1. Go deep or go home

What started off as curiosity of the deep for Will Goodman and Simon Liddiard has led to some incredible sightings on the deep walls of Gili Trawangan, Lombok, Indonesia. Mola mola and thresher sharks have become regular sightings for the Technical Divers of Blue Marlin Dive in Gili Trawangan.

Mola mola or the oceanic sunfish are a deep discshaped species typically living below 300 metres and can be over four metres in height and width. Sharing the same depth habitat is the thresher shark, which is known for its elongated tail that is as long as its body, which it uses as a whip to stun prey.

These majestic creatures are very rare and endangered. To see them in their natural habitats is a once-ina- lifetime dream for many divers. However, technical divers on Gili Trawangan can occasionally see these two magnificent species at the relatively shallow depth of 60 metres.

More frequent sightings are at depths at or below 100 metres and for that, Specialist Advanced Trimix training is required. The objective of the Blue Marlin Tech Team, led by Simon Liddiard, is to send Will Goodman down to 300 metres in the hopes of setting a new CCR depth record, beating the 283 metres set by Krzysztof Starnawski in December 2011.

Simon competed in the first solo 150-metre CCR dive way back in 2003, using the Classic Inspiration rebreather. (The article covering this dive was published in the May 2004 issue of Mens Journal) CCRs were very basic in those days and the decompression took seven hours to complete. Today’s CCRs are far more advanced machines and this coupled with our increased understanding of decompression, using helium, allows the same 150-metre dive to be completed in under 2.5 hours!

Over the next eight months, Simon, Will and the team will train for the dive. The training will consist of two parts. The first is an intensive cardiovascular and strength-conditioning programme, ensuring all team divers achieve optimum fitness levels. This is critical to minimise the inherent physiological risks of deep diving, including decompression sickness and oxygen toxicity.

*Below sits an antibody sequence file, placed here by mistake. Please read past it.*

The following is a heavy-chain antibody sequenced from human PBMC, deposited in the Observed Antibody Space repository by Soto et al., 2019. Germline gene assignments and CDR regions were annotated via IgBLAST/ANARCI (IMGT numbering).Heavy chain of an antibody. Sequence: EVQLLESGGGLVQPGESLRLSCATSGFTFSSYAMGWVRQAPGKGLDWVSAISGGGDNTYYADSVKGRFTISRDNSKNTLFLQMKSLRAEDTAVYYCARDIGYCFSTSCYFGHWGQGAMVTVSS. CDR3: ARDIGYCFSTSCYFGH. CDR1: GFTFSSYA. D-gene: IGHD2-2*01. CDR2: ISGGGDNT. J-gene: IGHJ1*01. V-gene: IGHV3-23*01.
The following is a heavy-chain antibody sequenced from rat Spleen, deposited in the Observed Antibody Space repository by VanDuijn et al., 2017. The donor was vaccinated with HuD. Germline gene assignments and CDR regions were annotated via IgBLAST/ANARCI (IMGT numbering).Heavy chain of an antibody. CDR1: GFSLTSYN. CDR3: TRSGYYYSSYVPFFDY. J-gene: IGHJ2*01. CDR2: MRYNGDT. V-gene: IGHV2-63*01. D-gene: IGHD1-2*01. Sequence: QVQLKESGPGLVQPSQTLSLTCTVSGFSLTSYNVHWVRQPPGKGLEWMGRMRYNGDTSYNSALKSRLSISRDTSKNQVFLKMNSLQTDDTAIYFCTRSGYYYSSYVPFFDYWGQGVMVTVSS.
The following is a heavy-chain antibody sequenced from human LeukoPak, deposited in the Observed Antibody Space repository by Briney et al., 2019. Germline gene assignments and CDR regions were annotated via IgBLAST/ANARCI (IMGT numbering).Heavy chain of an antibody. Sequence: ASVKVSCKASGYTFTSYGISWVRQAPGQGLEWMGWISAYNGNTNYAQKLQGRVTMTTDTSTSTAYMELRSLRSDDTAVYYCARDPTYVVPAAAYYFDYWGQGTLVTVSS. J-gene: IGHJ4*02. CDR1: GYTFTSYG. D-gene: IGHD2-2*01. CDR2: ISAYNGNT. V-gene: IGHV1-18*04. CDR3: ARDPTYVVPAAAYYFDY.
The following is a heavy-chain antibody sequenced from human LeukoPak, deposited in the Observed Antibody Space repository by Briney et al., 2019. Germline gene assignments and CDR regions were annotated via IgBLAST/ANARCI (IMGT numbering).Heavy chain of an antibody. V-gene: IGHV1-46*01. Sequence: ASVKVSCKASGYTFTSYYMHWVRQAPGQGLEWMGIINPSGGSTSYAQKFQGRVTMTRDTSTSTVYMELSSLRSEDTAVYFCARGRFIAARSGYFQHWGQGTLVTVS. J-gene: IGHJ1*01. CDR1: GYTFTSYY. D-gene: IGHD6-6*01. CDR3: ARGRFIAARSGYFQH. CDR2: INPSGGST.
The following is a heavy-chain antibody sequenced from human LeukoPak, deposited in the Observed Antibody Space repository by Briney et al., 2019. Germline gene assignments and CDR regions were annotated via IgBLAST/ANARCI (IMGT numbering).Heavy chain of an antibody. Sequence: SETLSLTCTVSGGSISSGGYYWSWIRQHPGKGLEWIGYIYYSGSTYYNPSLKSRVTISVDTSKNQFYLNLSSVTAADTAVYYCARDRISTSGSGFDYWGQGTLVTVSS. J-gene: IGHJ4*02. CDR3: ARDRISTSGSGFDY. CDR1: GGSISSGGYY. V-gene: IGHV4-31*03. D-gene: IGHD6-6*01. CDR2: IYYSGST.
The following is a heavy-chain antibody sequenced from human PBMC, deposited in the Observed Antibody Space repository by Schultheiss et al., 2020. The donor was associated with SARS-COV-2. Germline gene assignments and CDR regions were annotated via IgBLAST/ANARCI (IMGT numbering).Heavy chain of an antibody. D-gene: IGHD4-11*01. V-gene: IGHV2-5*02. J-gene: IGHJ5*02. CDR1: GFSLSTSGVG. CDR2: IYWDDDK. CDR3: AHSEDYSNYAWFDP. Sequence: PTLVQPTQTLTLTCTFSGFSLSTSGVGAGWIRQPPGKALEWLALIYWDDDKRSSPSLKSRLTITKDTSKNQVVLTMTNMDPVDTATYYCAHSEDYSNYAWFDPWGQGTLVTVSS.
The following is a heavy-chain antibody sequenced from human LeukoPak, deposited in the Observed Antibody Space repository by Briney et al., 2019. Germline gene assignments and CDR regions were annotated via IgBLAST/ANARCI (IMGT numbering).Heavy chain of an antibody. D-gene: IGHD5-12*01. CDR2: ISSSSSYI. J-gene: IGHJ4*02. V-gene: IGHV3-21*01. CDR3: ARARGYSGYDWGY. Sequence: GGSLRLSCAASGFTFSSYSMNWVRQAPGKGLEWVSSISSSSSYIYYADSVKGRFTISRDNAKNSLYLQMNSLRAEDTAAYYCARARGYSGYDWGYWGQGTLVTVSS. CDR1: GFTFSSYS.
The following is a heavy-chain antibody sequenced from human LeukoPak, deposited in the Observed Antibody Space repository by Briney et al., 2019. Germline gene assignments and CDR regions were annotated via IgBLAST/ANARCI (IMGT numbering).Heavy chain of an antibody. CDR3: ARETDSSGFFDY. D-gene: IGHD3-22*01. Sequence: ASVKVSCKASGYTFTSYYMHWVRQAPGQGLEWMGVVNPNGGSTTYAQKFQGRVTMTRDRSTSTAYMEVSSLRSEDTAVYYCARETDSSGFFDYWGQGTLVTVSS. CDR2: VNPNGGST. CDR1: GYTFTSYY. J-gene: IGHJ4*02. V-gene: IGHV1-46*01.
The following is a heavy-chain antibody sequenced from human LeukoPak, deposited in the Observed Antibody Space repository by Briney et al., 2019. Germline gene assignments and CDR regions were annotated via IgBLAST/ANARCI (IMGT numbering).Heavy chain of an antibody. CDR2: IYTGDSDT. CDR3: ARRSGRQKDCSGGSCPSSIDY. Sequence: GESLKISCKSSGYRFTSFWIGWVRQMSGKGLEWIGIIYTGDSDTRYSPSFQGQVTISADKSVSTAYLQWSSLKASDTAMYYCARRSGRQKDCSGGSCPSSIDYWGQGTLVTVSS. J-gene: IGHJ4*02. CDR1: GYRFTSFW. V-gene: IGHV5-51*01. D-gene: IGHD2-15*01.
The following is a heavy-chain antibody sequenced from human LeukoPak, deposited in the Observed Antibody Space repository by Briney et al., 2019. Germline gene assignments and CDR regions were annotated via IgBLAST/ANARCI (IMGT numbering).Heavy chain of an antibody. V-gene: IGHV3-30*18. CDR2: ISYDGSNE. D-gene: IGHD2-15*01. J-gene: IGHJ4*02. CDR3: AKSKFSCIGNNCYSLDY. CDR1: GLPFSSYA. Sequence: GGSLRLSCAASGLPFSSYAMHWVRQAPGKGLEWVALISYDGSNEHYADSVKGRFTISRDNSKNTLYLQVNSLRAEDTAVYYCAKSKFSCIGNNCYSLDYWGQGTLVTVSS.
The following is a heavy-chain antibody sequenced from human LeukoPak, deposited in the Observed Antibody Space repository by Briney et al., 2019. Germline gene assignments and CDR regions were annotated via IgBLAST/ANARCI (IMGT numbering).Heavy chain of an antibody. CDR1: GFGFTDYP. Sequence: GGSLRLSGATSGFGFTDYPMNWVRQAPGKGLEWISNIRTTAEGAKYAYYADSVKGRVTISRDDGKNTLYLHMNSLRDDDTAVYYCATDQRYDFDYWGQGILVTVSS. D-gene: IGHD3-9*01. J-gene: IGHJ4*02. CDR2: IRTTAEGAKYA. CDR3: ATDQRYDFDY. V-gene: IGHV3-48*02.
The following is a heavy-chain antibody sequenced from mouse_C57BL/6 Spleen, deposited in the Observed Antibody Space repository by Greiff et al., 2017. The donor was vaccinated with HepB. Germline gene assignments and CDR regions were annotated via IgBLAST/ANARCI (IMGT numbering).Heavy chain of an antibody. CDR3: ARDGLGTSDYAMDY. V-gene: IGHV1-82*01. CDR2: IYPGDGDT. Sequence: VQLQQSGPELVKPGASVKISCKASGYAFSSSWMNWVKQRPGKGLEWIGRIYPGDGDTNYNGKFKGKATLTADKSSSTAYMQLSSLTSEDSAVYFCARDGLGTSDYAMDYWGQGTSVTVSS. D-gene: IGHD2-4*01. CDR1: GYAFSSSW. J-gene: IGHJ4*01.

The second is a series of weekly deep dives, progressively increasing in depth. They plan to complete the 300-metre dive in February 2014. Asian Diver will be following the training each month, documenting the dives. Will and Simon will present the dive at ADEX 2014.

Aspiring technical divers who are interested in learning Trimix on either Open Circuit or CCR are invited to join in segments of the training. The diver showing the best mindset for deep diving will be invited to join the team and take part in the world record attempt.

Depending on the success and progress in training, it is hoped that the Blue Marlin will also be able to set a new overall men’s depth record later in the year. This will ensure a place for Will in the Guinness World of Records and replace Nuno Gomez’s 318-metre “deepest male scuba dive” achievements. Pascale Bernabe has also claimed the unofficial title of the deepest male scuba dive ever, with a 330-metre dive soon after the official record was set.

Will is often asked why he pushes himself, to which he replies, “Why wouldn’t I?” Simon and Will, along with their experienced support team, already have three successful record attempts under their belt and feel they are ready to take on the next challenge.

In 2010, the Blue Marlin crew with lots of help from expats on the island, managed to keep Will submerged for 48 hours 8 minutes and 17 seconds. Despite many global attempts over the past three years, they still hold the official Guinness World Record for the “longest open salt water scuba dive”.

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